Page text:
In Note 90, Day is having problems with the structure of AA:
I fear I simply have to deny the insinuation that it's disloyal or ungrateful to find oneself troubled by certain quite glaring inconsistencies in this master quote unquote Program you all seem to expect us simply to open up and blindly swallow whole and then walk around glazed with our arms right out straight in front of us parroting, reciting. ...Gately:
I found myself sitting tonight in yet another Alcoholics Anonymous Meeting the central Message of which was the importance of going to still more Alcoholics Anonymous Meetings. This infuriating carrot-and-donkey aspect of trudging to Meetings only to be told to trudge to still more Meetings. ... I mean, what's supposedly going to be communicated at these future meetings I'm exhorted to trudge to that cannot simply be communicated now, at this meeting, instead of the glazed recitation of exhortations to attend these vague future revelatory meetings? ...
Don, let me ask you, Don. In all earnest. Why shouldn't every human being in the world be in AA? ... By AA's own professed logic, everyone ought to be in AA. If you have some sort of Substance-problem, then you belong in AA. But if you say you do not have a Substance-problem, in other words if you deny that you have a Substance-problem, why then you're by definition in Denial, and thus you apparently need the Denial-busting Fellowship of AA even more than someone who can admit his problem."
For me, the slogan means there's no set way to argue intellectual-type stuff about the Program. Surrender To Win, Give It Away To Keep It. God As You Understand Him. You can't think about it like an intellectual thing. Trust me because I been there, man. You can analyze it til you're breaking tables with your forehead and find a cause to walk away, back Out There, where the Disease is. Or you can stay and hang in and do the best you can.Gately has to remind himself that dealing with Day can teach him "patience, tolerance, self-discipline, restraint". Day's complaints remind me of the "exotic" fact of letting yourself learn things from people dumber than you. (I feel like Wallace himself, as a self-described "obscenely well-educated" person, was much like Day and had trouble accepting AA's sappy, trite clichés, too.)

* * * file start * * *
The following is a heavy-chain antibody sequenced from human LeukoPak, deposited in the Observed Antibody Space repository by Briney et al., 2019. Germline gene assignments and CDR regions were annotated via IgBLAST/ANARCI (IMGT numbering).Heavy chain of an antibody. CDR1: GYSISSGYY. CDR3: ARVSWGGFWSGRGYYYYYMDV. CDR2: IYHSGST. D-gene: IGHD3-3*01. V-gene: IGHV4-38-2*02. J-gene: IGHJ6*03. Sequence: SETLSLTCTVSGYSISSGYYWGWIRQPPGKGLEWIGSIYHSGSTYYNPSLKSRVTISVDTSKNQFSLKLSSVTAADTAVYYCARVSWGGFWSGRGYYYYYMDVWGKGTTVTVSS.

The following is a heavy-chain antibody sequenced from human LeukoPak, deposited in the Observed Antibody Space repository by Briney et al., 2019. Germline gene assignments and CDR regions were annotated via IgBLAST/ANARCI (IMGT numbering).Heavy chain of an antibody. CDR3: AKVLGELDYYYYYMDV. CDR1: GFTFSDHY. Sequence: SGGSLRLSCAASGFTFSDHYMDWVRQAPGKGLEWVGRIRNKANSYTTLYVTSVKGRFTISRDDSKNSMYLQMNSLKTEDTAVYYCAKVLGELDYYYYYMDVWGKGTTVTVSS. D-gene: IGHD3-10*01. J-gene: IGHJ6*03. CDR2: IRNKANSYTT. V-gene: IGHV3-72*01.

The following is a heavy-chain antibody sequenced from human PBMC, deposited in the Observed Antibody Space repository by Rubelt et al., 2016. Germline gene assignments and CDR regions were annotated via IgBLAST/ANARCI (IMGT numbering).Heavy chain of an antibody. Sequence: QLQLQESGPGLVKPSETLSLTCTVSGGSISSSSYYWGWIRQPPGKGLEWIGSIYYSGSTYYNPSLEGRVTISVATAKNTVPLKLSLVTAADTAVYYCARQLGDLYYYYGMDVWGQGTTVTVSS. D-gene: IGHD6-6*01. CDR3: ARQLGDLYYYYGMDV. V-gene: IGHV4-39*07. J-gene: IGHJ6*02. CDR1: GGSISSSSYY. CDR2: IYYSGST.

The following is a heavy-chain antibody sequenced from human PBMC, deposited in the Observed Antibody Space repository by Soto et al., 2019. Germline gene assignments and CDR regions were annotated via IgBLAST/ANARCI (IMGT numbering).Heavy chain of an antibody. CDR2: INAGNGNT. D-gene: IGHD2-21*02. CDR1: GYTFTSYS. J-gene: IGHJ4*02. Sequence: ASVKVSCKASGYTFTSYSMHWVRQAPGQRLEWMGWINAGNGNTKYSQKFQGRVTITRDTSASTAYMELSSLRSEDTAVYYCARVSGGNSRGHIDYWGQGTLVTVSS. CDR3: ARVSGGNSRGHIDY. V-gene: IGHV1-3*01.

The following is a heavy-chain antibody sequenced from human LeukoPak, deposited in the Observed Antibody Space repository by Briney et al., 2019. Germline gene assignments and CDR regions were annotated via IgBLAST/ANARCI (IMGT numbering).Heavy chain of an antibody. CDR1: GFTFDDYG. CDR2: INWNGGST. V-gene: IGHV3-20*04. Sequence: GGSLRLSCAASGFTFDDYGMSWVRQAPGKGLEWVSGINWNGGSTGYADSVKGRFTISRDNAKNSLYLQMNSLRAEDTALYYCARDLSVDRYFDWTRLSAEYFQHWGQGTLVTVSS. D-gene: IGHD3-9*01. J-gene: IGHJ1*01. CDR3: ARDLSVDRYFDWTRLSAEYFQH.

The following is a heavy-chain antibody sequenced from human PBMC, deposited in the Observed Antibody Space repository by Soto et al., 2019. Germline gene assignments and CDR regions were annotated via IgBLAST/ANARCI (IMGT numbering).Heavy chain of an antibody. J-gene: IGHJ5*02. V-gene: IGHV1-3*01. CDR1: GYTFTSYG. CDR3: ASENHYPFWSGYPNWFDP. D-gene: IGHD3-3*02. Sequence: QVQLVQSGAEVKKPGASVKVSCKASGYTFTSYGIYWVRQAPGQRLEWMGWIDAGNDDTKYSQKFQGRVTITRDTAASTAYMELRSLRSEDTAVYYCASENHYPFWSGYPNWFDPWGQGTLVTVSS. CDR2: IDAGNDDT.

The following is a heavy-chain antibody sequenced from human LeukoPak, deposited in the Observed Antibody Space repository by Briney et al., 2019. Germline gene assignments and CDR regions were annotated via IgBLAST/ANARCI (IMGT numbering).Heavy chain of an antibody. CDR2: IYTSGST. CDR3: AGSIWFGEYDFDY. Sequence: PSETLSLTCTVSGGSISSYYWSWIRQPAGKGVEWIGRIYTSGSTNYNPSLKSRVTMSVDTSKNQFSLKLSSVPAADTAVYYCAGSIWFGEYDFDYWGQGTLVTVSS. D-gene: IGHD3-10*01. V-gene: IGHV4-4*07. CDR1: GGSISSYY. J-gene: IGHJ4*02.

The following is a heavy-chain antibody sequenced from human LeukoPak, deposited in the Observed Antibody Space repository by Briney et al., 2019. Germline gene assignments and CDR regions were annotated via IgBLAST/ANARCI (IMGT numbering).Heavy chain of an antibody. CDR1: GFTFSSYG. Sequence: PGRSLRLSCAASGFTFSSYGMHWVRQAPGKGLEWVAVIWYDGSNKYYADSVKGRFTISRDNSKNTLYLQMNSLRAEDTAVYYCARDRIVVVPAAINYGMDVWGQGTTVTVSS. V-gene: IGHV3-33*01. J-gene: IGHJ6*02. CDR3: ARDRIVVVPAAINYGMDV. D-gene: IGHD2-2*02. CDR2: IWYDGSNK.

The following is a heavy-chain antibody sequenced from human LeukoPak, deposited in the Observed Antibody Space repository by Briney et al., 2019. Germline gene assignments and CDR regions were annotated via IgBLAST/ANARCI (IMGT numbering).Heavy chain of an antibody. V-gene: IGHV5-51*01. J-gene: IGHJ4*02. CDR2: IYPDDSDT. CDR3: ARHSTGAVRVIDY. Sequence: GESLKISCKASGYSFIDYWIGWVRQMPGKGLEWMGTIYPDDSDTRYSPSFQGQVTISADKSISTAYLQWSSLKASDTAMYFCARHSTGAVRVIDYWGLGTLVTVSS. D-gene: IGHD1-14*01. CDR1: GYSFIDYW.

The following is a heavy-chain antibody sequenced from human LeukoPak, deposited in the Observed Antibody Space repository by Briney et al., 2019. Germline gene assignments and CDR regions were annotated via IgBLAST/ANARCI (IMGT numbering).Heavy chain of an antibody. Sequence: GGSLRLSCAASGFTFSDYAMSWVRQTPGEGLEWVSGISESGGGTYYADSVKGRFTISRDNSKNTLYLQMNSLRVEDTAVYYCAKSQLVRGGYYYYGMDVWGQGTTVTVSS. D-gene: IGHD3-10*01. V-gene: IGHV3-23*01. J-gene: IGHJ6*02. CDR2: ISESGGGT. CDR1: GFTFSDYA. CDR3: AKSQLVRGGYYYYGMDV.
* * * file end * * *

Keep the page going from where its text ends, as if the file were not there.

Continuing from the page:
November 6, YDAU - ETA returns home from Port Washington. Wayne and Hal destroyed their opponents, and Pemulis was awarded a victory when his opponent became "weirdly lethargic and then disoriented in the second set ... claiming the tennis balls were too pretty to hit". Recall Pemulis had mentioned, as a joke, putting some DMZ in a Gatorade barrel at Port Washington. Though he eventually nixed that idea, I believe. But Pemulis absolutely needed a victory at PW to qualify for the WhataBurger and thus have off-time to partake of the incredibly potent DMZ, so it seems likely that he did something to his opponent, possibly when he was futzing with various containers of water courtside before the match.